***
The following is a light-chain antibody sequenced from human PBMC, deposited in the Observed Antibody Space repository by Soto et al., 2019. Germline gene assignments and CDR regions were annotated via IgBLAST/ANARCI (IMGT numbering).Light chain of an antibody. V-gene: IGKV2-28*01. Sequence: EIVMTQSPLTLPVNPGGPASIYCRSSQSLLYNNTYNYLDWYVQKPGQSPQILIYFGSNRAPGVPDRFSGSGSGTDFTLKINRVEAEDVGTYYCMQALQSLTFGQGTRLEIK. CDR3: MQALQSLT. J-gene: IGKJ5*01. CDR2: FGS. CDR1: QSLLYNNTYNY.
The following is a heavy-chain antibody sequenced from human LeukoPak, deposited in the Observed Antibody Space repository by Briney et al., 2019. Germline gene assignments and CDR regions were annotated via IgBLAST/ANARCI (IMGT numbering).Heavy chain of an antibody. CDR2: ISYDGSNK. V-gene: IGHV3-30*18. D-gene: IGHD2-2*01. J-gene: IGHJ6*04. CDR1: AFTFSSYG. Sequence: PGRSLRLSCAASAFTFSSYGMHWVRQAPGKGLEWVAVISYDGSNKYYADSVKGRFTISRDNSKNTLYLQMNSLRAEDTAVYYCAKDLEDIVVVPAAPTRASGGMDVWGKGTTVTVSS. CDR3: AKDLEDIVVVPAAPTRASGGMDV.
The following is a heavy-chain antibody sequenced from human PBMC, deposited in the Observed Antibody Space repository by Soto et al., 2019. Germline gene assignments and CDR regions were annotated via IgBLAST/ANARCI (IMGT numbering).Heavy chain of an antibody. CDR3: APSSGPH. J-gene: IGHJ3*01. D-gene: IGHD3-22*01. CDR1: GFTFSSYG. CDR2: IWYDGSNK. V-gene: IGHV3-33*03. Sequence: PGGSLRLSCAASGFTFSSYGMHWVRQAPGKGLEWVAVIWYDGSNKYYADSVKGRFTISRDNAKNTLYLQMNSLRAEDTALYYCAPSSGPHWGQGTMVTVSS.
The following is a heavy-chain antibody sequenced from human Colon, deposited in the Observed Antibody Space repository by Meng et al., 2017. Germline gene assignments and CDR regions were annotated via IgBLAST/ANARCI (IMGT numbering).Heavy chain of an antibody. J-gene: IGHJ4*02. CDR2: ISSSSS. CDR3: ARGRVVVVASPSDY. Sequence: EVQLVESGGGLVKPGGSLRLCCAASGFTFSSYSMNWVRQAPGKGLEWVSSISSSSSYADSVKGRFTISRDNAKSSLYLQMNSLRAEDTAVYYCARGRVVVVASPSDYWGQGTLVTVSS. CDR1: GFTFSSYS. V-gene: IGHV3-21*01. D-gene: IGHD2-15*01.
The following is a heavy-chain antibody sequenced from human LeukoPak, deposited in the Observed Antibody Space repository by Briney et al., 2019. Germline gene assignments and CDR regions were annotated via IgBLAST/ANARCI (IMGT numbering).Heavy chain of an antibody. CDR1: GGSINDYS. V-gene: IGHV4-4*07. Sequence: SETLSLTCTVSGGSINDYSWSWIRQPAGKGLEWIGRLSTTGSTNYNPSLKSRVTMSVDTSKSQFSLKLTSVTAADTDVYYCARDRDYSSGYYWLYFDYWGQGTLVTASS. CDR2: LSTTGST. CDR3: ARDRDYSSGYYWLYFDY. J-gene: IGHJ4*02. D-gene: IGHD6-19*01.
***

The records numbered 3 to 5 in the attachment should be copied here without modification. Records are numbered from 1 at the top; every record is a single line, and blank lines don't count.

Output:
The following is a heavy-chain antibody sequenced from human PBMC, deposited in the Observed Antibody Space repository by Soto et al., 2019. Germline gene assignments and CDR regions were annotated via IgBLAST/ANARCI (IMGT numbering).Heavy chain of an antibody. CDR3: APSSGPH. J-gene: IGHJ3*01. D-gene: IGHD3-22*01. CDR1: GFTFSSYG. CDR2: IWYDGSNK. V-gene: IGHV3-33*03. Sequence: PGGSLRLSCAASGFTFSSYGMHWVRQAPGKGLEWVAVIWYDGSNKYYADSVKGRFTISRDNAKNTLYLQMNSLRAEDTALYYCAPSSGPHWGQGTMVTVSS.
The following is a heavy-chain antibody sequenced from human Colon, deposited in the Observed Antibody Space repository by Meng et al., 2017. Germline gene assignments and CDR regions were annotated via IgBLAST/ANARCI (IMGT numbering).Heavy chain of an antibody. J-gene: IGHJ4*02. CDR2: ISSSSS. CDR3: ARGRVVVVASPSDY. Sequence: EVQLVESGGGLVKPGGSLRLCCAASGFTFSSYSMNWVRQAPGKGLEWVSSISSSSSYADSVKGRFTISRDNAKSSLYLQMNSLRAEDTAVYYCARGRVVVVASPSDYWGQGTLVTVSS. CDR1: GFTFSSYS. V-gene: IGHV3-21*01. D-gene: IGHD2-15*01.
The following is a heavy-chain antibody sequenced from human LeukoPak, deposited in the Observed Antibody Space repository by Briney et al., 2019. Germline gene assignments and CDR regions were annotated via IgBLAST/ANARCI (IMGT numbering).Heavy chain of an antibody. CDR1: GGSINDYS. V-gene: IGHV4-4*07. Sequence: SETLSLTCTVSGGSINDYSWSWIRQPAGKGLEWIGRLSTTGSTNYNPSLKSRVTMSVDTSKSQFSLKLTSVTAADTDVYYCARDRDYSSGYYWLYFDYWGQGTLVTASS. CDR2: LSTTGST. CDR3: ARDRDYSSGYYWLYFDY. J-gene: IGHJ4*02. D-gene: IGHD6-19*01.